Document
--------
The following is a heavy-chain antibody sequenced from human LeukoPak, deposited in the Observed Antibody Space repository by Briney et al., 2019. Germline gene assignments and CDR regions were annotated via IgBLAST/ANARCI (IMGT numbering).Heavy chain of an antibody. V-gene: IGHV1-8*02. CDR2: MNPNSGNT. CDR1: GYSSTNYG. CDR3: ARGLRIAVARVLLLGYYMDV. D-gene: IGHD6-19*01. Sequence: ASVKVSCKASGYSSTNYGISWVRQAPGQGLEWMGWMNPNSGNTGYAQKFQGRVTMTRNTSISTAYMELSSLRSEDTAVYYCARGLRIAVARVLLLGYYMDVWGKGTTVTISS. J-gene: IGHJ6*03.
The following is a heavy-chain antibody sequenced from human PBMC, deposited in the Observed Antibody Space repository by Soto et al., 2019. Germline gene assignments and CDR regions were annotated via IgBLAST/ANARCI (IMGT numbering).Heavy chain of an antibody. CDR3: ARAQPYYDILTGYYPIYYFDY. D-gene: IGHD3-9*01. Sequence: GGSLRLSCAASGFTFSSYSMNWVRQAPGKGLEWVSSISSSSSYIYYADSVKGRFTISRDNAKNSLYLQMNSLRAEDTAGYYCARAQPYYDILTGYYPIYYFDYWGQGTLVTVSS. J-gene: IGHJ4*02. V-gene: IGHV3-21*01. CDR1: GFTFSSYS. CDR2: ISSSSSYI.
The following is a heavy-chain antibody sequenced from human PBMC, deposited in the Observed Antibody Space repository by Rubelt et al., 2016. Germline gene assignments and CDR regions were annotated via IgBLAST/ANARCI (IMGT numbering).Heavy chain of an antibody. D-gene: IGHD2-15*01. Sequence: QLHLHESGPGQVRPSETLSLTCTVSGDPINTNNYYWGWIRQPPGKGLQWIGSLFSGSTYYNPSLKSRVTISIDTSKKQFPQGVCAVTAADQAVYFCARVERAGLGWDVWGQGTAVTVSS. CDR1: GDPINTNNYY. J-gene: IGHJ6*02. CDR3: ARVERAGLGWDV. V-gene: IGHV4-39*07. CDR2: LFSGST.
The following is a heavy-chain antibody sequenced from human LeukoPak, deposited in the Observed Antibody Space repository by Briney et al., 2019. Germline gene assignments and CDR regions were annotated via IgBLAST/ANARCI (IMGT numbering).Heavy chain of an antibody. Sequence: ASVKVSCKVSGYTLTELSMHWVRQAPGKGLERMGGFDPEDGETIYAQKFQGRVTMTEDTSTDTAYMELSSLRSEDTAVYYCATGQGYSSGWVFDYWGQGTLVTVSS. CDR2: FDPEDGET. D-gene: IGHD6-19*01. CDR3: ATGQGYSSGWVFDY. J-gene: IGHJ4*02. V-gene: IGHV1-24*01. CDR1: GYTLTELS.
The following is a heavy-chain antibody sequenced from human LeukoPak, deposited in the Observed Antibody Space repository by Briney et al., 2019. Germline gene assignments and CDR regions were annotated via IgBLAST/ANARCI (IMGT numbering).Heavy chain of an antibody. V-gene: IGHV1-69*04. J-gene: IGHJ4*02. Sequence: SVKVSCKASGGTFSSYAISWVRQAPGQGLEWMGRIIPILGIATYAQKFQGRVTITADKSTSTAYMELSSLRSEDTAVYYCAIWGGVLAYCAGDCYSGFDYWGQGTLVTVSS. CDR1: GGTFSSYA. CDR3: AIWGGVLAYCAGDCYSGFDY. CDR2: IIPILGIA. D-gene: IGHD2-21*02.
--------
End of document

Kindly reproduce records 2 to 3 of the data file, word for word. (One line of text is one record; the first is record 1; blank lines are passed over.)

The following is a heavy-chain antibody sequenced from human PBMC, deposited in the Observed Antibody Space repository by Soto et al., 2019. Germline gene assignments and CDR regions were annotated via IgBLAST/ANARCI (IMGT numbering).Heavy chain of an antibody. CDR3: ARAQPYYDILTGYYPIYYFDY. D-gene: IGHD3-9*01. Sequence: GGSLRLSCAASGFTFSSYSMNWVRQAPGKGLEWVSSISSSSSYIYYADSVKGRFTISRDNAKNSLYLQMNSLRAEDTAGYYCARAQPYYDILTGYYPIYYFDYWGQGTLVTVSS. J-gene: IGHJ4*02. V-gene: IGHV3-21*01. CDR1: GFTFSSYS. CDR2: ISSSSSYI.
The following is a heavy-chain antibody sequenced from human PBMC, deposited in the Observed Antibody Space repository by Rubelt et al., 2016. Germline gene assignments and CDR regions were annotated via IgBLAST/ANARCI (IMGT numbering).Heavy chain of an antibody. D-gene: IGHD2-15*01. Sequence: QLHLHESGPGQVRPSETLSLTCTVSGDPINTNNYYWGWIRQPPGKGLQWIGSLFSGSTYYNPSLKSRVTISIDTSKKQFPQGVCAVTAADQAVYFCARVERAGLGWDVWGQGTAVTVSS. CDR1: GDPINTNNYY. J-gene: IGHJ6*02. CDR3: ARVERAGLGWDV. V-gene: IGHV4-39*07. CDR2: LFSGST.